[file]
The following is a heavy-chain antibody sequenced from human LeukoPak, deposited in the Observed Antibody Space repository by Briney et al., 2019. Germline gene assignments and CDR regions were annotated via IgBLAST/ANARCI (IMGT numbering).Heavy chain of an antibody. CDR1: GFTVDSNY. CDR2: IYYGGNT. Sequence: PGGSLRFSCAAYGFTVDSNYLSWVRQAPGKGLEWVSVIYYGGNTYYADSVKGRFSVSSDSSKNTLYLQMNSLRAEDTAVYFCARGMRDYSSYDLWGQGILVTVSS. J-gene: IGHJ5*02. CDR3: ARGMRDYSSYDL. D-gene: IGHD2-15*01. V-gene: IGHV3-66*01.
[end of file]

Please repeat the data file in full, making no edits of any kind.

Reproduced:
The following is a heavy-chain antibody sequenced from human LeukoPak, deposited in the Observed Antibody Space repository by Briney et al., 2019. Germline gene assignments and CDR regions were annotated via IgBLAST/ANARCI (IMGT numbering).Heavy chain of an antibody. CDR1: GFTVDSNY. CDR2: IYYGGNT. Sequence: PGGSLRFSCAAYGFTVDSNYLSWVRQAPGKGLEWVSVIYYGGNTYYADSVKGRFSVSSDSSKNTLYLQMNSLRAEDTAVYFCARGMRDYSSYDLWGQGILVTVSS. J-gene: IGHJ5*02. CDR3: ARGMRDYSSYDL. D-gene: IGHD2-15*01. V-gene: IGHV3-66*01.